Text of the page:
The Impact of Foreclosure Delay on U.S. Employment

67 Pages Posted: 8 Sep 2015 Last revised: 9 Sep 2015

See all articles by Kyle Herkenhoff

Kyle Herkenhoff

University of Minnesota - Minneapolis

Lee E. Ohanian

University of California, Los Angeles (UCLA) - Department of Economics; National Bureau of Economic Research (NBER)

Date Written: September 2015

Abstract

This paper documents that the time required to initiate and complete a home foreclosure rose from about 9 months on average prior to the Great Recession to an average of 15 months during the Great Recession and afterward. We refer to these changes as foreclosure delay. We also document that many borrowers who are in foreclosure ultimately exit foreclosure and keep their homes by making up for missed mortgage payments. We analyze the impact of foreclosure delay on the U.S. labor market as an implicit credit line from a lender to a borrower (mortgagor) within a search model. In the model, foreclosure delay provides unemployed mortgagors with additional time to search for a high-paying job. We find that foreclosure delay decreases mortgagor employment by about 0.75 percentage points, nearly doubles the stock of delinquent mortgages, increases the rate of homeownership by about 0.3 percentage points, and increases job match quality, as mortgagors search longer. Severe foreclosure delays, such as those observed in Florida and New Jersey, can depress mortgagor employment by up to 1.3 percentage points. The model results are consistent with PSID and SCF data that show that employment rates rise for delinquent mortgagors once the mortgagor is in the foreclosure process.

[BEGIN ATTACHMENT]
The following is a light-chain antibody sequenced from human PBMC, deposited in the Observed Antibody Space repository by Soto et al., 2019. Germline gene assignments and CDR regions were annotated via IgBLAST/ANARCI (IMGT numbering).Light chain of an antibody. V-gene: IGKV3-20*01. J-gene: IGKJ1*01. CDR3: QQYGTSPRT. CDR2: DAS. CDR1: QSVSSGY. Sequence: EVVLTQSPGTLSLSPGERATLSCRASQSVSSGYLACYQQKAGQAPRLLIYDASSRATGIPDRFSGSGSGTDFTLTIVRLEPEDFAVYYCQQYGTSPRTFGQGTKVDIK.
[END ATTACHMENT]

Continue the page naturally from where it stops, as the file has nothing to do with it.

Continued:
Suggested Citation

Herkenhoff, Kyle and Ohanian, Lee E., The Impact of Foreclosure Delay on U.S. Employment (September 2015). NBER Working Paper No. w21532. Available at SSRN: https://ssrn.com/abstract=2656935

Kyle Herkenhoff (Contact Author)

University of Minnesota - Minneapolis ( email )

110 Wulling Hall, 86 Pleasant St, S.E.
308 Harvard Street SE
Minneapolis, MN 55455
United States

Lee E. Ohanian

University of California, Los Angeles (UCLA) - Department of Economics ( email )

Box 951477
8283 Bunch Hall
Los Angeles, CA 90095-1477
United States

National Bureau of Economic Research (NBER)

1050 Massachusetts Avenue
Cambridge, MA 02138
United States

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